The Interview: Bookbag Talks To Clementine Beauvais and Sarah Horne
|The Interview: Bookbag Talks To Clementine Beauvais and Sarah Horne|
|Summary: Jim can't stop talking about the Sesame Seade Mysteries so he was delighted when author Clementine Beauvais and ilustrator Sarah Horne popped in to see us.|
|Date: 15 April 2014|
|Interviewer: Robert James|
Jim can't stop talking about the Sesame Seade Mysteries so he was delighted when author Clementine Beauvais and ilustrator Sarah Horne popped in to see us.
- Bookbag: When you close your eyes and imagine your readers, who do you see?
Clementine Beauvais: The jury of the Nobel Prize, of course, but also a flock of primary school children running around the playground in search for interstices of freedom in the adult-imposed routine.
- BB: When you first created the character of Sesame, did you have a mental image of her? If so, how close is that to Sarah’s drawings of her?
CB: Bizarrely, I don’t tend to picture my characters very much in my head, unlike fictional places, which are very clear to me. I don’t generally think of my characters as blonde or brown-haired, as white or black. As a result, I don’t often describe my characters – Sesame’s never described in the books. I had a long conversation with my editor about what Sesame looked like – she needed to tell Sarah! But I honestly had no clue. We made it up on the phone!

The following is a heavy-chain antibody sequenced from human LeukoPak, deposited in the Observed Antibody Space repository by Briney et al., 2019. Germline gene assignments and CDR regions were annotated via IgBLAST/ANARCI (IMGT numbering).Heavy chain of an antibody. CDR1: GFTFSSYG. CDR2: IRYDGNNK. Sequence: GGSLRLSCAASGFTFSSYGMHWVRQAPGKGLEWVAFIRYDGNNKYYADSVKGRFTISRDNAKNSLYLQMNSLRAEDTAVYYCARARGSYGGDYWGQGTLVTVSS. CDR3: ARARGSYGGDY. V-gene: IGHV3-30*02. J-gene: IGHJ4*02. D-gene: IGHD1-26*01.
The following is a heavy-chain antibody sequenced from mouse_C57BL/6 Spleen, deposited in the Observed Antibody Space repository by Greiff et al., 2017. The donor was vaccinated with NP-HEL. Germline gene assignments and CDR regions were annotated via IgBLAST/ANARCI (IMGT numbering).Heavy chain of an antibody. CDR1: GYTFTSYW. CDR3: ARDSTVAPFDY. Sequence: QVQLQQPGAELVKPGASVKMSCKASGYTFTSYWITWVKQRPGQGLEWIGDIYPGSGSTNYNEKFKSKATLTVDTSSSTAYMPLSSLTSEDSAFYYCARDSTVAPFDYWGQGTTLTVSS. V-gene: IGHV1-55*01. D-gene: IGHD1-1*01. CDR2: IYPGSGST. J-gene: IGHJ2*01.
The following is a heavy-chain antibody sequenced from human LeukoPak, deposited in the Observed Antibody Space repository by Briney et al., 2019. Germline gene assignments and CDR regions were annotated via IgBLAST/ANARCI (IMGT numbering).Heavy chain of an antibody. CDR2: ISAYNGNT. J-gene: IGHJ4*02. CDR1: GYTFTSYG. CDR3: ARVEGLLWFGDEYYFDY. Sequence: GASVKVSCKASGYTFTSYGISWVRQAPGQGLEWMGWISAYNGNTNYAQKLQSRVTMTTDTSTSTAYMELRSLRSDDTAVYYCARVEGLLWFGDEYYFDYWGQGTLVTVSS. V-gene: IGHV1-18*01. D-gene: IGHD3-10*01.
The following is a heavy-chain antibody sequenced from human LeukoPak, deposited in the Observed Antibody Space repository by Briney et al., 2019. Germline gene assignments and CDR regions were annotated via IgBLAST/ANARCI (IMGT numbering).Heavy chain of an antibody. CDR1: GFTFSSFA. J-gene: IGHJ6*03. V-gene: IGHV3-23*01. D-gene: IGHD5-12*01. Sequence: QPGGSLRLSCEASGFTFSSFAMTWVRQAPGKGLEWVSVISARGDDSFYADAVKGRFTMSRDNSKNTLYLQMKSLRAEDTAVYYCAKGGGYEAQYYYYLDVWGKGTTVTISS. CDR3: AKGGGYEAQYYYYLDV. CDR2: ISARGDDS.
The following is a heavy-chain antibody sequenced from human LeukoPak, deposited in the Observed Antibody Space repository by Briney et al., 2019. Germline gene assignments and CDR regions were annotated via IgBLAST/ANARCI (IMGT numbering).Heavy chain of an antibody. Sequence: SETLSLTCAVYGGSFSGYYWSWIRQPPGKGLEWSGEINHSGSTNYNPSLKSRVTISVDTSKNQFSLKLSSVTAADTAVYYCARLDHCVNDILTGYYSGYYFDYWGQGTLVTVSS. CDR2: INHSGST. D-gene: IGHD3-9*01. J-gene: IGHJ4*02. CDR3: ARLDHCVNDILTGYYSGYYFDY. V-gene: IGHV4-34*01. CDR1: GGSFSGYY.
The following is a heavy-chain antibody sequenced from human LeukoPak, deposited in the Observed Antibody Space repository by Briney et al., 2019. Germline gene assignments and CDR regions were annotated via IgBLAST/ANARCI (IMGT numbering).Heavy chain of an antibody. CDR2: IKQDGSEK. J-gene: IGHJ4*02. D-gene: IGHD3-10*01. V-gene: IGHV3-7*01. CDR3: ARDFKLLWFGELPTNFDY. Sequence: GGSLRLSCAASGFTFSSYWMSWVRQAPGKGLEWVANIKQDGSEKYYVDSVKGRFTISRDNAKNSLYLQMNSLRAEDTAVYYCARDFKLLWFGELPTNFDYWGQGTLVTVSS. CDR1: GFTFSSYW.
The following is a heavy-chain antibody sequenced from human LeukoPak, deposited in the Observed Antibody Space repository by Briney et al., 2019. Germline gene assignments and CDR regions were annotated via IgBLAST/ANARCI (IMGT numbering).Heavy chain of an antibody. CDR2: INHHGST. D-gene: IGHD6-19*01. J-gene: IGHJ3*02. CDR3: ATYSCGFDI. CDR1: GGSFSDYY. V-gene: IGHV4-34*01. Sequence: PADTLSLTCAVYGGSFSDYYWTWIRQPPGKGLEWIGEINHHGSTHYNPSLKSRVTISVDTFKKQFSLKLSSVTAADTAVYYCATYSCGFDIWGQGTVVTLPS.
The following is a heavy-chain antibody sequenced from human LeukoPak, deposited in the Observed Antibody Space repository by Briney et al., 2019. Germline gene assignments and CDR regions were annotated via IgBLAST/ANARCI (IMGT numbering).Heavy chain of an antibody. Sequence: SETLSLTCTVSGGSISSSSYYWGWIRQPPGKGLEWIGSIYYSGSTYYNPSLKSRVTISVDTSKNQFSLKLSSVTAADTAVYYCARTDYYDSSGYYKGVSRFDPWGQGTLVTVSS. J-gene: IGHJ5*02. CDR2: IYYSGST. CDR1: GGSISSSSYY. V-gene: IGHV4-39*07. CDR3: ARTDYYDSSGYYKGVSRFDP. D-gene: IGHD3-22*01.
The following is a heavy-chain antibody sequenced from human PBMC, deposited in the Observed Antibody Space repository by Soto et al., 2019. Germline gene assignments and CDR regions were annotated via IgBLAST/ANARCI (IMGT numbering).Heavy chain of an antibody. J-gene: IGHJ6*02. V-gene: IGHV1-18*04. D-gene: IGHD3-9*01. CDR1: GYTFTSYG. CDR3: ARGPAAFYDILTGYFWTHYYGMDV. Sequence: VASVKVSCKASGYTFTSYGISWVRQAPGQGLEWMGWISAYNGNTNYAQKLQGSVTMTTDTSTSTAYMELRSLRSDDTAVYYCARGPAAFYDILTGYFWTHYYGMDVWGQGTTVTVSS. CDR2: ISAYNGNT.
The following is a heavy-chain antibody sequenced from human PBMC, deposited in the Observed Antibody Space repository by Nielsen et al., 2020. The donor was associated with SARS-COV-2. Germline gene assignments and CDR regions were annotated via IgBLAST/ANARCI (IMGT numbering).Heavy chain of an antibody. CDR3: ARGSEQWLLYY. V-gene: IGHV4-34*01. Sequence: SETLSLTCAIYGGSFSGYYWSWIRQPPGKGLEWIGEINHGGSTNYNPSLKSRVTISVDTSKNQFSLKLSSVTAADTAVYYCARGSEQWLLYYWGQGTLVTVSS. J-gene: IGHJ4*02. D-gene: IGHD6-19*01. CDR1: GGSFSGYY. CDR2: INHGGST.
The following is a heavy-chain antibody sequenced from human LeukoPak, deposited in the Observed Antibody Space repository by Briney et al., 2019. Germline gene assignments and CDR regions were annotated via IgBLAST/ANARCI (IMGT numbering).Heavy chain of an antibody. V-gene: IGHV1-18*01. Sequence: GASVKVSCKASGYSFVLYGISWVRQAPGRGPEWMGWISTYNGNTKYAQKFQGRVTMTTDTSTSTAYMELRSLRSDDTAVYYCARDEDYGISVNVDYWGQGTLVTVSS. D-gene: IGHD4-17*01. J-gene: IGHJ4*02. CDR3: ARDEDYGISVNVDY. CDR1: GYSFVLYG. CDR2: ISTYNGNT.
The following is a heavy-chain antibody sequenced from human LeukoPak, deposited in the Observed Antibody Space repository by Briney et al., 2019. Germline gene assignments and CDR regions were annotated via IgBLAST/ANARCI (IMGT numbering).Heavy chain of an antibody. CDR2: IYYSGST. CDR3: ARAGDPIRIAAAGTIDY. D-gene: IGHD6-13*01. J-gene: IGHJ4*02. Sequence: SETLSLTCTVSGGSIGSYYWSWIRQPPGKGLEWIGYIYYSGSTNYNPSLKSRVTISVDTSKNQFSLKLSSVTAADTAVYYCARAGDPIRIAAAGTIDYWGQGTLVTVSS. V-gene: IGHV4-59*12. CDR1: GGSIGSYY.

Then, when I saw Sarah’s first sketch of Sesame, I immediately thought – “That’s it! That’s Sesame!”. I ‘recognised’ her, even though I’d never seen her.
- BB: Some of the villains in Sesame Seade are rather nasty pieces of work. Who’s your all-time favourite fictional baddie?
CB: Maybe the velociraptors in Jurassic Park. Or Mrs Coulter in Philip Pullman’s His Dark Materials. Or Norman Bates of Psycho… actually, they’re all pretty much the same character, aren’t they? Sesame’s villains aren’t as murderous. But her mum can certainly be as scary as a velociraptor sometimes.
- BB: You use some really complicated vocabulary and references, including Gorgias, Thomas Aikenhead, and incarnadine in your first two Sesame Seade books. Are you expecting children to understand them or look them up, or are they a nod to your adult readers?
CB: To be honest, they’re more of a game with myself: an added challenge. “How many references to obscure things can I put in there without them being taken out?” Most often I don’t expect anyone to spot them – they’re just there for me to have fun while I write the book. A few of them get taken out at editing stage.
But I was flabbergasted that my editor let me keep the sentence ‘and the multitudinous seas incarnadine’ (I think that’s the sign of a good editor!). Maybe one kid will remember the line in a few years’ time, when rediscovering it in a Shakespeare class…
- BB: How long can we expect to be following Sesame's adventures for? Any chance of her lasting to the point where she becomes a Cambridge student herself? (Crossing my fingers here!)